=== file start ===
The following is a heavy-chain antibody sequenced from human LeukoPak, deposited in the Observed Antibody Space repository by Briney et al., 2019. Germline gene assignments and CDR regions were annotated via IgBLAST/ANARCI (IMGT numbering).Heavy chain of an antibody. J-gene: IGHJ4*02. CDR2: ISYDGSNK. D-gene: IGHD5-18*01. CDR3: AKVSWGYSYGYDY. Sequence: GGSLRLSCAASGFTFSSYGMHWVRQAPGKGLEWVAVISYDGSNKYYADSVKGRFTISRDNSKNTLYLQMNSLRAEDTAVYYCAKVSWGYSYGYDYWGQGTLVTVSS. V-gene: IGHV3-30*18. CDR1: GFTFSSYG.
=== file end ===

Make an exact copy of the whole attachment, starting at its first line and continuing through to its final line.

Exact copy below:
The following is a heavy-chain antibody sequenced from human LeukoPak, deposited in the Observed Antibody Space repository by Briney et al., 2019. Germline gene assignments and CDR regions were annotated via IgBLAST/ANARCI (IMGT numbering).Heavy chain of an antibody. J-gene: IGHJ4*02. CDR2: ISYDGSNK. D-gene: IGHD5-18*01. CDR3: AKVSWGYSYGYDY. Sequence: GGSLRLSCAASGFTFSSYGMHWVRQAPGKGLEWVAVISYDGSNKYYADSVKGRFTISRDNSKNTLYLQMNSLRAEDTAVYYCAKVSWGYSYGYDYWGQGTLVTVSS. V-gene: IGHV3-30*18. CDR1: GFTFSSYG.